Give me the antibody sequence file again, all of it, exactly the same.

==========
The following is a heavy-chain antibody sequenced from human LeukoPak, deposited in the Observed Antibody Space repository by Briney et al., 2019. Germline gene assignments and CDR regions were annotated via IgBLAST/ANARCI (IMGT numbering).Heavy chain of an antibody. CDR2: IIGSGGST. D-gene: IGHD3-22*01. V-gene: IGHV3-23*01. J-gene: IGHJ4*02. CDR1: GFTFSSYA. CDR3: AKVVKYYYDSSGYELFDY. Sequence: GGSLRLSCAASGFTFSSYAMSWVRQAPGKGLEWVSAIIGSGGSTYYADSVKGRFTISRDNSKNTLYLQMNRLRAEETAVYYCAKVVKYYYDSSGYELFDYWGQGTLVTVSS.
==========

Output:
The following is a heavy-chain antibody sequenced from human LeukoPak, deposited in the Observed Antibody Space repository by Briney et al., 2019. Germline gene assignments and CDR regions were annotated via IgBLAST/ANARCI (IMGT numbering).Heavy chain of an antibody. CDR2: IIGSGGST. D-gene: IGHD3-22*01. V-gene: IGHV3-23*01. J-gene: IGHJ4*02. CDR1: GFTFSSYA. CDR3: AKVVKYYYDSSGYELFDY. Sequence: GGSLRLSCAASGFTFSSYAMSWVRQAPGKGLEWVSAIIGSGGSTYYADSVKGRFTISRDNSKNTLYLQMNRLRAEETAVYYCAKVVKYYYDSSGYELFDYWGQGTLVTVSS.